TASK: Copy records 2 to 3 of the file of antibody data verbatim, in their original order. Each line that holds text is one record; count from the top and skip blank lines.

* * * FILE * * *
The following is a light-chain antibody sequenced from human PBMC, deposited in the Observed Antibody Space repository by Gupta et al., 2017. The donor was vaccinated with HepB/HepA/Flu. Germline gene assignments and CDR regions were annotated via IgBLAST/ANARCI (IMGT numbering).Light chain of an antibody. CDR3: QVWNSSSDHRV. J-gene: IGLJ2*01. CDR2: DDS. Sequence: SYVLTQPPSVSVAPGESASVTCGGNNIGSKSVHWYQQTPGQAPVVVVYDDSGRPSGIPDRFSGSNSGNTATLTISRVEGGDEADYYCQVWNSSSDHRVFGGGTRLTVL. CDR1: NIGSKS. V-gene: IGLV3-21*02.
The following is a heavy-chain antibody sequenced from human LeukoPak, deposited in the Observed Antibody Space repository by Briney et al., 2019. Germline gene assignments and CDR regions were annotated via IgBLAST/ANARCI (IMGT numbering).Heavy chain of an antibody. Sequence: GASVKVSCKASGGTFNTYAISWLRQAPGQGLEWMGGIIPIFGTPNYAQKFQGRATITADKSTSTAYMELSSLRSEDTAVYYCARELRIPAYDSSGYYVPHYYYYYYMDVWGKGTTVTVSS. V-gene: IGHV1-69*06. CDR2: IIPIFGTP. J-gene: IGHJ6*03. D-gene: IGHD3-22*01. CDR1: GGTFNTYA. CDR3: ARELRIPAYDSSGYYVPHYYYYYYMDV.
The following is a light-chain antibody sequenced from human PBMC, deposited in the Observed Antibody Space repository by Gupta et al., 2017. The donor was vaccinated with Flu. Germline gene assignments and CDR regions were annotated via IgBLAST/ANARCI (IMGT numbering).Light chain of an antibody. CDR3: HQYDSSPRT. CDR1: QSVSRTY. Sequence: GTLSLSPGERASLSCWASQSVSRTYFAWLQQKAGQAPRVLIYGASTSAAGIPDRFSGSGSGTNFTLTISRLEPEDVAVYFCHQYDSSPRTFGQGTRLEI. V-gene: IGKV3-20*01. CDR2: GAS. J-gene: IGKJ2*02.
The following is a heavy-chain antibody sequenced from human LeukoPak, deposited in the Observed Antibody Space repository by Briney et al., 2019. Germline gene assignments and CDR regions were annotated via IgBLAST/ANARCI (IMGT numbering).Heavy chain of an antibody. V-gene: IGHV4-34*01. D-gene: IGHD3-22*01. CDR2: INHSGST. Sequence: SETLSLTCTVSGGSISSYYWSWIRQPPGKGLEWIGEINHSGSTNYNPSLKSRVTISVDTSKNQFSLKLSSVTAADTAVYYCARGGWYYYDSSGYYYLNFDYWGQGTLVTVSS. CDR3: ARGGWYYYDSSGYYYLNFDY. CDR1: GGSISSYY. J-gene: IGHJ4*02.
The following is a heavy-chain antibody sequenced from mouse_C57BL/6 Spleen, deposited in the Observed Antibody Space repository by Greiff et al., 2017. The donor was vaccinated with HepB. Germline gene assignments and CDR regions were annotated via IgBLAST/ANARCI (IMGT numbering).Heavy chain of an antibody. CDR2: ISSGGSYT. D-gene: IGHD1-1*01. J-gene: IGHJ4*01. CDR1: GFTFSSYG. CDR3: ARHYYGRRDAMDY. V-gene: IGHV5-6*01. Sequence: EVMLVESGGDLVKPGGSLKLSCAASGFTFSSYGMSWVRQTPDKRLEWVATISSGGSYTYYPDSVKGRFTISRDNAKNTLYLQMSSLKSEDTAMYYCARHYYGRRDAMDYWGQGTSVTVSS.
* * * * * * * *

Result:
The following is a heavy-chain antibody sequenced from human LeukoPak, deposited in the Observed Antibody Space repository by Briney et al., 2019. Germline gene assignments and CDR regions were annotated via IgBLAST/ANARCI (IMGT numbering).Heavy chain of an antibody. Sequence: GASVKVSCKASGGTFNTYAISWLRQAPGQGLEWMGGIIPIFGTPNYAQKFQGRATITADKSTSTAYMELSSLRSEDTAVYYCARELRIPAYDSSGYYVPHYYYYYYMDVWGKGTTVTVSS. V-gene: IGHV1-69*06. CDR2: IIPIFGTP. J-gene: IGHJ6*03. D-gene: IGHD3-22*01. CDR1: GGTFNTYA. CDR3: ARELRIPAYDSSGYYVPHYYYYYYMDV.
The following is a light-chain antibody sequenced from human PBMC, deposited in the Observed Antibody Space repository by Gupta et al., 2017. The donor was vaccinated with Flu. Germline gene assignments and CDR regions were annotated via IgBLAST/ANARCI (IMGT numbering).Light chain of an antibody. CDR3: HQYDSSPRT. CDR1: QSVSRTY. Sequence: GTLSLSPGERASLSCWASQSVSRTYFAWLQQKAGQAPRVLIYGASTSAAGIPDRFSGSGSGTNFTLTISRLEPEDVAVYFCHQYDSSPRTFGQGTRLEI. V-gene: IGKV3-20*01. CDR2: GAS. J-gene: IGKJ2*02.